Looking back and rereading the clues, I like the puzzle better and better. A lot of thought went into this one.

Stay, Rex, please!

I enjoyed reading all the comments. What a crowd we have here!

Masked and Anonymous U-wish 1:10 PM  

@Noam: FISH?

lammy 1:12 PM  

Great Tuesday puzzle. Finish, punish, elISHa, and ISHe in the same corner, the last 2 just for fun?! Grand.
I agree with the poster who said this was scrabblish. But hated ageR.
Any puzzle with bumrap, filch, sctv, troves, and the best clue for punish ever heard, also clueing the puzzle at the end without saying so, is ok by me.
The Will Shortz commenter had better be a joke or we should all start a write-in campaign... Rex can you clarify? (If true may be part of the biting commentary on Rex's part.)

Kendall 1:34 PM  

Liked the puzzle, but similar to my experience yesterday this took an eternity for me to solve. The entire west coast of the grid (minus the SW) just seemed to elude me for a while.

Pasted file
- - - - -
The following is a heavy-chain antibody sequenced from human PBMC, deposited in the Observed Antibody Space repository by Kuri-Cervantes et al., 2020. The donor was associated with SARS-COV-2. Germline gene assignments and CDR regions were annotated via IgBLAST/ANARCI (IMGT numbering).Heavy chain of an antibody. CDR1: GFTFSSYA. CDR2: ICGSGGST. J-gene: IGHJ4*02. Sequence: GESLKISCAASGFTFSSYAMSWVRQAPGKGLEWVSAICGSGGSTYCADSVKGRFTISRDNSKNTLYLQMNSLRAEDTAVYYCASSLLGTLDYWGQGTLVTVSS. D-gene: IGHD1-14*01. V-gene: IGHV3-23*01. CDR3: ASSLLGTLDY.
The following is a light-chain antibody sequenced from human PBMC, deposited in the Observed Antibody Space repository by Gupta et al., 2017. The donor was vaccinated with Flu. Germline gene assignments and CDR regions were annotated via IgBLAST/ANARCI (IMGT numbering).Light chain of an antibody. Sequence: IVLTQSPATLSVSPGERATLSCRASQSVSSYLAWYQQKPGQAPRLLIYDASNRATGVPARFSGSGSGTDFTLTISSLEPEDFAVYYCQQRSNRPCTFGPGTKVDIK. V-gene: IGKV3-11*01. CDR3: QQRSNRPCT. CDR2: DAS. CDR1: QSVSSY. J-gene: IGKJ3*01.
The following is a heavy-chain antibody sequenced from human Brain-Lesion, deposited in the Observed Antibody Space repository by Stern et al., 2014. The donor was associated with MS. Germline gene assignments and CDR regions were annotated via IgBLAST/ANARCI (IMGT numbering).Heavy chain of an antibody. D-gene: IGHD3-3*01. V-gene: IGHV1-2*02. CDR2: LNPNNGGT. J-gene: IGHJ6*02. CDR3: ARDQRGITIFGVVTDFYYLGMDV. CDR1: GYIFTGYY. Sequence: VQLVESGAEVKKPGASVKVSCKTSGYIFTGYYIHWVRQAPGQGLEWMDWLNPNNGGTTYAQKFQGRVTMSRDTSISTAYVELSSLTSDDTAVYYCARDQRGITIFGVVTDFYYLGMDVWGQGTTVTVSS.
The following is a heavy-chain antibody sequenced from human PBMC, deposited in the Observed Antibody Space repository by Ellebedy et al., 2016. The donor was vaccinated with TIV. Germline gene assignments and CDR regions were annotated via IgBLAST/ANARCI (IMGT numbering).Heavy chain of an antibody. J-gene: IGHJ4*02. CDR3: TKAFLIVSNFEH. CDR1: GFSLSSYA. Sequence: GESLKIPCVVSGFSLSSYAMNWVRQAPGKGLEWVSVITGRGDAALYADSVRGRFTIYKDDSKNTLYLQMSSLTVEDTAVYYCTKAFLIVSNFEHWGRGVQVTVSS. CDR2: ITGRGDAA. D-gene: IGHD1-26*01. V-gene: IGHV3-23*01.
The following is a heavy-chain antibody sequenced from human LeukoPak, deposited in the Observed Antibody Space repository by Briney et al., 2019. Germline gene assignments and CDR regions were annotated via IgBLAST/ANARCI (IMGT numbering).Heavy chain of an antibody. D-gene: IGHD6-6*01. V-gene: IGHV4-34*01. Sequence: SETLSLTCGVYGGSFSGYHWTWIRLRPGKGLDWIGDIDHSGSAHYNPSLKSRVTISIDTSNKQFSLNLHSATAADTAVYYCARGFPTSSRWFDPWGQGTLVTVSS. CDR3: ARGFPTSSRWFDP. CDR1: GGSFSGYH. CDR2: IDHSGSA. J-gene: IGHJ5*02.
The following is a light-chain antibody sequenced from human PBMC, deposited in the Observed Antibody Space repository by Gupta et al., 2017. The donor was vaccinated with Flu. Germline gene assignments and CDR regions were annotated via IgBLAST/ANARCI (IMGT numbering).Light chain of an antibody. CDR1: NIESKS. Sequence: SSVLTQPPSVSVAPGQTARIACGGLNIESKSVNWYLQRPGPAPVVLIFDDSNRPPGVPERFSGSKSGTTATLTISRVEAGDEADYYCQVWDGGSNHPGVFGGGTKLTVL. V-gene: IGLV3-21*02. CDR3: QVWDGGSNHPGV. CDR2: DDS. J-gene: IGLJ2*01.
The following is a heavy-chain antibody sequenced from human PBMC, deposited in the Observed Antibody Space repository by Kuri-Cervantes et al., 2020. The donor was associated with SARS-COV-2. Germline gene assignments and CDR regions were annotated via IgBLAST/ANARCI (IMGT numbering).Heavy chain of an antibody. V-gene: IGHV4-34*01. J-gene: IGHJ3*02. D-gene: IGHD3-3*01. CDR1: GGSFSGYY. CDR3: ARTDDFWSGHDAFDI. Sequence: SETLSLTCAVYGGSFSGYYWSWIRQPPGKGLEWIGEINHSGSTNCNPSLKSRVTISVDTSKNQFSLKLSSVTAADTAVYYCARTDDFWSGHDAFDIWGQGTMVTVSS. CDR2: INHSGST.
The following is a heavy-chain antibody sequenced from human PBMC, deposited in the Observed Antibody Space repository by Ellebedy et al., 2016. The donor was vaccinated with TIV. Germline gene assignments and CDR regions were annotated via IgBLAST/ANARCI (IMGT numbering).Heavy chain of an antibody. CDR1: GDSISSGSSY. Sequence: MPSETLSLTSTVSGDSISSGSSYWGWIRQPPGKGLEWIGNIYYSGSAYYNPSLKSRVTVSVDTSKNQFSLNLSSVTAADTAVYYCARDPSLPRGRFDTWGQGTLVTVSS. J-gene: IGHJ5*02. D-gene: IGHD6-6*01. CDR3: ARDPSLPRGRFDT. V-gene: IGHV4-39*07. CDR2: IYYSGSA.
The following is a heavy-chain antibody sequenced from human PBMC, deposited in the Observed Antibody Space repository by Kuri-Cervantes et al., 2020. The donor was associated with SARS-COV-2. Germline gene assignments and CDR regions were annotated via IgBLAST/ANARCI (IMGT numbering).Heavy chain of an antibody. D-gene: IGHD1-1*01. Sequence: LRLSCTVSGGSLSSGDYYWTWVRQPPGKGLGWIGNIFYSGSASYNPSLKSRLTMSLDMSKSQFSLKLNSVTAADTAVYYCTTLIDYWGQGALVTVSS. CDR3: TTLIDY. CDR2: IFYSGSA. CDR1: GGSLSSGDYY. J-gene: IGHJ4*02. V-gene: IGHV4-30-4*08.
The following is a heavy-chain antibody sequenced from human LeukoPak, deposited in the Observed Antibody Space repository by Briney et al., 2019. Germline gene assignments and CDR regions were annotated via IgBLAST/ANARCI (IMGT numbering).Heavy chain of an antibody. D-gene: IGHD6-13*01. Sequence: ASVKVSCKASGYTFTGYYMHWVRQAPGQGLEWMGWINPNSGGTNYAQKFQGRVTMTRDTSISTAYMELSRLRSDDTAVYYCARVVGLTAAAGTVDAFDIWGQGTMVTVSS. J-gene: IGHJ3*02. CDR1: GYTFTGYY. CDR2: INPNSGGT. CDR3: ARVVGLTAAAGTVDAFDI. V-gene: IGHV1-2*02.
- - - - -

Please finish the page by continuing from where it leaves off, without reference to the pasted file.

Favorite answer was probably ELISHA, since it's the first time I've personally noticed it in a grid (At least clued with Otis and something about an elevator).

Lewis 1:39 PM  

@matthewG-- great post, I agree with every word.

I've only been at this blog about a year, and I've loved Rex's curmudgeonly side, and he continually cracks me up with his wit and sarcasm. I don't know what it was like on this blog in the "glorious past", but I love Rex's posts in general... not to mention this group.

Anonymous 1:55 PM  

is the point here to analyse Rex? he actually exists, right? not like elvis? also, it is not as clever as you apparently think it is to simply list words from the puzzle in some sort of cute ??? sentence

KarenSampsonHudson 1:57 PM  

Agree with @Lewis and @matthewG.

Wood 2:07 PM  

As a lifelong Minneapolitan I can confirm that we do say "Ish" and "Ick" interchangeably.

This is probably TMI but when I was very small, our family euphemism for #2 was "going ishy."

I thought the theme today was great. It makes you see common words in a new way and that is always a joy. And 9 of them! Wow.

CoffeeLvr 2:08 PM